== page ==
Actually it has changed. Neither you or I would have much luck getting a model T Ford moving. Yes it has a steering wheel but the entire transmission and breaking system was completely different. http://en.wikipedia.org/wiki/Ford_Model_T#Transmission_and_drivetrain note the lack on an accelerator. Your only speed control in the thing was slow and fast!

Comment: What is the problem exactly? (Score 1) 863

by kzieli (#29168019) Attached to: "Smart" Parking Meters Considered Dumb
Other then slowly loosing your ability to walk I don't see what the problem is. Most parking meters in Sydney work in exactly this fashion. I've actually never seen the old style meter per car system used anywhere. About the only parking meter system that has annoyed me was a numbered bay system where you have to walk up to the machine and tell it which pay you are in and then pay the fee. And if you accidentally pay for the wrong bay, well then it sucks to be you.

Comment: Re:I don't know, but... (Score 1) 494

by kzieli (#29127301) Attached to: Is Typing Ruining Your Ability To Spell?
The whole point is that when you lean to touch type you end up learning how to type words mechanically. Instead of the being remembered as a sequence of letters you start remembering it as a sequence of muscle movements. As I type this I am not looking down at the keyboard. And yet I don't actually consciously remember where the letters are. Well OK. I know querty, and asdf but I can't off the top of my head tell you what the last three letters in the third row of the keyboard are, or where exactly the 'v' is. Yet I am still able to type vision without having to look down. So yes touch typing is a different kind of memory and I could see how the ability to spell on the keyboard would not transfer to the ability to spell when writing, or trying to explicitly spell words by saying the letters.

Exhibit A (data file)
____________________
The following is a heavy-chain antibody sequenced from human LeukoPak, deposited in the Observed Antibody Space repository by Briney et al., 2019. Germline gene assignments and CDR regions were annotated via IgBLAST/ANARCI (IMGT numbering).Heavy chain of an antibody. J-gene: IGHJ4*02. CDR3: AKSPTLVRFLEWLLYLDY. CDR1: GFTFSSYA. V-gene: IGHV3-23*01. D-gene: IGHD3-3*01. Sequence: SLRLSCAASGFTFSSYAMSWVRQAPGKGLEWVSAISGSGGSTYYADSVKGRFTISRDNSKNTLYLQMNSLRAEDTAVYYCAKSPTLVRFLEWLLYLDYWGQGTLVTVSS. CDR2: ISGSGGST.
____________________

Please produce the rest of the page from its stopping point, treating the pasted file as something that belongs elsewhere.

Comment: Re:Cause/effect doesn't matter. (Score 2, Interesting) 438

by kzieli (#28951859) Attached to: Psychopaths Have Brain Structure Abnormality
Its simple enough. Eventually we will find the biological basis of every opinion you hold. Then we will find how to correct any abnormalities. Once we have done that their will be an end to crime, an end to decent. Oh yes elections won't be necessary either as the clinical records of your last brain scan will clearly indicate who your preferred candidate is. And if you don't like it we will change your mind : )

Comment: Re:This is a great breakthrough... (Score 1) 406

by kzieli (#28860559) Attached to: Transparent Aluminum Is "New State of Matter"

This is a great breakthrough. This means that we can now wear full face tinfoil hats for even more protection without risking to bump into something anymore. Thanks that tinfoil hats are actually made of aluminum nowadays ! ;-))

for an estimated 40 femtoseconds. Their is also the whole nearly invisible to extreme ultra violet radiation, which is not exactly in the visible spectrum.

Mathemeticians stand on each other's shoulders while computer scientists stand on each other's toes. -- Richard Hamming